This part's true, but just because it's on the internet isn't what makes it true. It's the many replicable peer-reviewed studies. That's how science works.

No, it's not. It acts on the electric dipoles of food molecules makeing them vibrate. In simple terms it's creating friction which produces heat.

That's true of any heating method and the speed is related to the speed of cooking. And only some vitamins are susceptible. However, other vitamins are retained that can be lost to boiling or steaming as they're water soluble. Always a trade-off in cooking.

Yes, they do.

Very true. Excellent advice.

Also consider a crockpot and let things thaw, then simmer all day. It's ready when you come home. Or a pressure cooker. Does SOME things well and fast. If you like Indian food, Madhur Jaffrey has a number of pressure cooker recipes that are quite good. You can do risotto in about 15 minutes, only 6 of which is under pressure.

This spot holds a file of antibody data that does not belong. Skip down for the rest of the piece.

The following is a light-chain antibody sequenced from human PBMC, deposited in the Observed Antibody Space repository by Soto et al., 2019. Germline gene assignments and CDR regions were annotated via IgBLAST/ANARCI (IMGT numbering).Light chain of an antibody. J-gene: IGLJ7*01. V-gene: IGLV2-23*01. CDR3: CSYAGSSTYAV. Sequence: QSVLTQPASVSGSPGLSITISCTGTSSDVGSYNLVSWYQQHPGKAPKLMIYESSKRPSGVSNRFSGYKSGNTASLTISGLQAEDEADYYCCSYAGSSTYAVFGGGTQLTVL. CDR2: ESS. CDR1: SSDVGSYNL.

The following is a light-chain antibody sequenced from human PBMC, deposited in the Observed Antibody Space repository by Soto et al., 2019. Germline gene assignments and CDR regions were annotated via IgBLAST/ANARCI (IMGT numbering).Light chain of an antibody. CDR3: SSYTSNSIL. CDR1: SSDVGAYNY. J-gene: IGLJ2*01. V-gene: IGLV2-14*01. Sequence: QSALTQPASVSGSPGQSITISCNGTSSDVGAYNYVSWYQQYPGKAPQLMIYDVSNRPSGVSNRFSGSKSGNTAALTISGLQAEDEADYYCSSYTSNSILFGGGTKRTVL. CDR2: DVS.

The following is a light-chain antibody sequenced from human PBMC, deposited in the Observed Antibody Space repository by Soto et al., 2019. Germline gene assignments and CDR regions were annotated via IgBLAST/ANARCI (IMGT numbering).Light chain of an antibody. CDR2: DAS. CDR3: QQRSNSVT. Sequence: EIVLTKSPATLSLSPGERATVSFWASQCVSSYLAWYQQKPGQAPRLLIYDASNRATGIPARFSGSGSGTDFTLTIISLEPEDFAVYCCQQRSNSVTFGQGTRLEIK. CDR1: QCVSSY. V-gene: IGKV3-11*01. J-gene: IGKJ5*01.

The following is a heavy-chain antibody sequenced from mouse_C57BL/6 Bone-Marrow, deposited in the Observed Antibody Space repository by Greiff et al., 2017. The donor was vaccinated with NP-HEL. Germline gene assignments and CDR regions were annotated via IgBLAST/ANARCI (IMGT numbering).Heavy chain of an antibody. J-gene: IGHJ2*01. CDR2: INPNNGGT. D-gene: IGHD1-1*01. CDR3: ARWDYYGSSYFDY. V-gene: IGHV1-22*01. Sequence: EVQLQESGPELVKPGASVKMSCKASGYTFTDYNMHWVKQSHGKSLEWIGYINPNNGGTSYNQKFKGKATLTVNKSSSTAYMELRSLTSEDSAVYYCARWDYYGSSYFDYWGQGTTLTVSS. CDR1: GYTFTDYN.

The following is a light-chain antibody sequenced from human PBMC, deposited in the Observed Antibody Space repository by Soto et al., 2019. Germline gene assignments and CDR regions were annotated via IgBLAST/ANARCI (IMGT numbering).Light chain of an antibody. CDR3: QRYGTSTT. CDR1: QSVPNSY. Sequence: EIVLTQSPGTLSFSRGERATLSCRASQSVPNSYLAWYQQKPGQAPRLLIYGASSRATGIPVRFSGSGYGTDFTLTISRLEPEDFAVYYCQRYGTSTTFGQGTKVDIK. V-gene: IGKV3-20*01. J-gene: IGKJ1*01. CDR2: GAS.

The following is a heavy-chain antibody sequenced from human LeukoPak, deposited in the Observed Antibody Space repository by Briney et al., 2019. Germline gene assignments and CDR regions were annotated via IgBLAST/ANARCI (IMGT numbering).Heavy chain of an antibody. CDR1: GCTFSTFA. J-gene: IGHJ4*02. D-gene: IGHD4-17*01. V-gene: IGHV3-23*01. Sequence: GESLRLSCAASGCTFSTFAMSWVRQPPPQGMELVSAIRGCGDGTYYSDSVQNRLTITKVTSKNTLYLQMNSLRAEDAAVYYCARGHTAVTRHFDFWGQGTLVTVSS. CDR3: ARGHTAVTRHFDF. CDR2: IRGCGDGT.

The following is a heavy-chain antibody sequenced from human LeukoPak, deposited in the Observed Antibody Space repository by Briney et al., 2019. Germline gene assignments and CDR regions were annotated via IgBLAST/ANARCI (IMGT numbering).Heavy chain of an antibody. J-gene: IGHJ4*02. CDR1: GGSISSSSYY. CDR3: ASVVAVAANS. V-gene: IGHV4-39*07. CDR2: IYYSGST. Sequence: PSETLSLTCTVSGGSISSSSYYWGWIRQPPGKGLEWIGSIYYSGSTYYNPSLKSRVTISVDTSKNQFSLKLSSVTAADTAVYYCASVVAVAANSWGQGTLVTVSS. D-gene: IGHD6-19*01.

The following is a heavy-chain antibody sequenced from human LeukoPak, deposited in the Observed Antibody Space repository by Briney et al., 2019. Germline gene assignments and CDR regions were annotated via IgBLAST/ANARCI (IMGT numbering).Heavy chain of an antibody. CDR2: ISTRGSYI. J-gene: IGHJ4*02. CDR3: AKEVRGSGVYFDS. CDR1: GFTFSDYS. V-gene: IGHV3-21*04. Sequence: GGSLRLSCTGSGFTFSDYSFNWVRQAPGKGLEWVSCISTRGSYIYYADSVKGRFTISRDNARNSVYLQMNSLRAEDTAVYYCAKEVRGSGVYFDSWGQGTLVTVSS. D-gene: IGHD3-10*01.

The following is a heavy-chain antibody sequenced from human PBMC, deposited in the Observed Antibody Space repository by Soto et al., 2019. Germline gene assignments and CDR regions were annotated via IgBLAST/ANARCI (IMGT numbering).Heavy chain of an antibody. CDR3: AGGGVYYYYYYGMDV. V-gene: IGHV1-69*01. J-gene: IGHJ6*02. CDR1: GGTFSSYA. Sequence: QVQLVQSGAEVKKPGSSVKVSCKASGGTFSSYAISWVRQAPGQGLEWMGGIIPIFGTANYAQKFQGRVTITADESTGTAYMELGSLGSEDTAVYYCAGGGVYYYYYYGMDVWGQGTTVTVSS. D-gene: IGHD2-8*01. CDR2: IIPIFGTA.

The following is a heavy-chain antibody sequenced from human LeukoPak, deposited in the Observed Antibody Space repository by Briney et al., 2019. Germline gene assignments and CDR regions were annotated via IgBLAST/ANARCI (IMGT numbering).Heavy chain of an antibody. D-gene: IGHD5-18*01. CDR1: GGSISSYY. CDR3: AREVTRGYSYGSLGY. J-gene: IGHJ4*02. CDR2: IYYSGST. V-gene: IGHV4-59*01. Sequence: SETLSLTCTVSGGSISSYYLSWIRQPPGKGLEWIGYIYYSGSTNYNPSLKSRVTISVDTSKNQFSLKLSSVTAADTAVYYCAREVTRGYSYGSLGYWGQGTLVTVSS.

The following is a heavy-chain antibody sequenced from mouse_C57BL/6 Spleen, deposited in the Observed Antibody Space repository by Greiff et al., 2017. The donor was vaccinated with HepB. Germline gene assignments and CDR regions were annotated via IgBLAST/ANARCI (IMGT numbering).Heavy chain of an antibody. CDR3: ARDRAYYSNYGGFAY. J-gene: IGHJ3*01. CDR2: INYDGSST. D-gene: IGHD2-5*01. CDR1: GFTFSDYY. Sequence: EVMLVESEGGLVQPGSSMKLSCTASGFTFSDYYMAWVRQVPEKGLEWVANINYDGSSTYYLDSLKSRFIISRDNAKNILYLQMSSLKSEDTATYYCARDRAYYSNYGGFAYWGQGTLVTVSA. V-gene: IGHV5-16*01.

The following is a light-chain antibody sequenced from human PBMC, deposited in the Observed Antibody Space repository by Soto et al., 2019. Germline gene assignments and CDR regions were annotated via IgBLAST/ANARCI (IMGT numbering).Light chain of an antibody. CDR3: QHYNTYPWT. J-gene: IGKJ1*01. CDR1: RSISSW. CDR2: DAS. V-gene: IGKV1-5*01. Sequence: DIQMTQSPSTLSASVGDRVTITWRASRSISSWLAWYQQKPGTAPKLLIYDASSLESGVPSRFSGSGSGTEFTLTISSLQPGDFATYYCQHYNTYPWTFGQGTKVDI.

For me the microwave is mostly for reheating leftovers. Cooking in it produces poor texture and flavor in general. I made a roux in the micro once. Stunningly fast, about 2-3 minutes start to finish, but a bit dangerous with unevenly heated pyrex and 400 degree roux...

Palace of the Brine -- "I hear the droning in the shrine of the sea monkeys." Saltair
Palace of the Brine -- "I hear the droning in the shrine of the sea monkeys." Saltair
post #6 of 14
We only have a microwave at work to heat our lunches. Lunch, for me, is the main meal of the day and I do not eat at night. Your crockpot idea is a good one. Perhaps I should bring one in and simply set a stew or something to heat for me until noon.